Cue turns 25Date Released: Mon, 4 July 2011 09:19 +0200
Gavin Stewart, founding editor of Cue (the daily Festival newspaper run by the Rhodes School of Journalism and Media Studies) remembers its inception and notes that not everyone loved Cue from the start or forever afterwards. However, looking at where the newspaper finds itself 25 years on - this Festival daily was fated to be a best seller from day two.
The School had to get only two things right: persuading the country’s top reviewers (and editors) that Cue should print their reviews before their own newspapers, and producing a paper nine nights in a row in time for breakfast.
Standard Bank had offered to sponsor a daily newspaper if Rhodes’ Department of Journalism and Media Studies could produce it. Don Pinnock borrowed a Desk Top Publishing (DTP) system (then the razor edge of print technology).
The digital revolution which made Cue possible 25 years ago is still impacting on all the arts with results nobody can predict. With more sponsorship the Festival has become South Africa’s yearly congress of the arts, the place for every performer to assemble, be seen and to see.
The performing arts councils of the Cape, Transvaal, Natal and Free State brought major productions, so did many independents. There were 80 events a day on the programme.
Visitors – on average older, wealthier and well travelled – needed a guide more reliable than voices in a queue.
In spite of, or because of, huge political tension in the country, all the arts were flourishing. In a national State of Emergency they were finding their own ways to be free, as artists will.
But when the curtain went up on the 1987 Festival, Cue had one reviewer: Adrienne Sichel of The Star, who wrote the first preview, “Fringe fancies”, and has frequently contributed ever since.
Only The Star had responded to Cue’s plea; but nobody had said no. In the frenetics of setting up and learning DTP, nobody had remembered to phone and check.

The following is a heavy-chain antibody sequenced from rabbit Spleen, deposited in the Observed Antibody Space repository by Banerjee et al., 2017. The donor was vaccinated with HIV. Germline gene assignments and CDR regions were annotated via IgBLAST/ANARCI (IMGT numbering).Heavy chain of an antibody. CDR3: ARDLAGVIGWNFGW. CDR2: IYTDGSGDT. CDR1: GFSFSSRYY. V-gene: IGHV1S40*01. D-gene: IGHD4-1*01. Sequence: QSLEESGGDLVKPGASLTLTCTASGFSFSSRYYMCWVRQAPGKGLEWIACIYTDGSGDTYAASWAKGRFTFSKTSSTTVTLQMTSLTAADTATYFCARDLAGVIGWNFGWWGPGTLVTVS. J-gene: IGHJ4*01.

On July 3, first day of the Festival, a dread silence fell on the two revamped offices where Cue Vol 1, No 2, was supposed to be happening. Cue had one reviewer, one preview and searching doubts about what it was going to be. Some insisted Cue was “in and of the Festival”, others that Cue should be clenching its fist at its “elitism” and “Eurocentrism” in a time of political revolt.
Cue’s manager went off to Settler’s Inn (now a postgrad residence) to see who might be recruited. She came back with a winning line: “Barry Ronge, David Williams and Ketan Lakhani are on their way; they want to write” – The Sunday Times, Financial Mail and Sunday Tribune.
Soon afterwards came Derek Wilson, Argus; Schalk Schoombie, Beeld; Robert Greig, Business Day; Jakkie Groenewald, Die Vaderland, and Clive Hirschhorn, Sunday Express, London; Sybille Hennig covered art.
Key to the credibility of Cue that year were the “alternative media”, Tyrone August, New Nation and Tribute, and Kathy Berman of Weekly Mail.
Somebody had to draw the line between protest and theatre.
Barrie Hough, arts editor of Rapport, was to be one of Cue’s most prolific writers and wiser guides.
The convenience of offices in Rhodes Theatre building and free coffee kept them coming back. With so many strong opinions crammed into two small rooms hammering at deadlines, there were vigorous discussions and heated divisions.
Only a whisper was needed to get the debates into text for the paper. The contest for space in those four-page issues was ferocious.
The energy vibrated through the newspaper. BaQstage, the comment column, was essential reading.
Competing reviews ran side-by-side, English and Afrikaans. ‘WITH THE PIGS – AGAINST THE PIGS’; later ‘Hot like a diesel – Drek like the dust’. A rave review of Piekniek by Dingaan had crowds forcing open the doors of the Great Hall; half an audience attracted by acrimonious debate to a “farce” clanked out by interval.
A panel discussion with performers asked whether the reviewers should not rather see themselves as arts journalists. But it is not easy to be both friend and honest critic in any relationship. Student writers were elbowed aside; students working on production got little sleep.
Cue Vol 1, No 2, sold out. Times changed. The Festival is different now.
In the e-revolution, live entertainment and “high art” are struggling; music, movies and books come from a socket, like electricity, tap water or portable radio. Anybody can author anything or perform in their own video game.
Whatever the virtues of our present provincial departments of arts and culture, or the vices of the old performing arts councils, the allocation of funds is very different.
The shattering success of the Daily Sun convinced proprietors that gasping content is the antidote to online competition.
Change is not necessarily progress.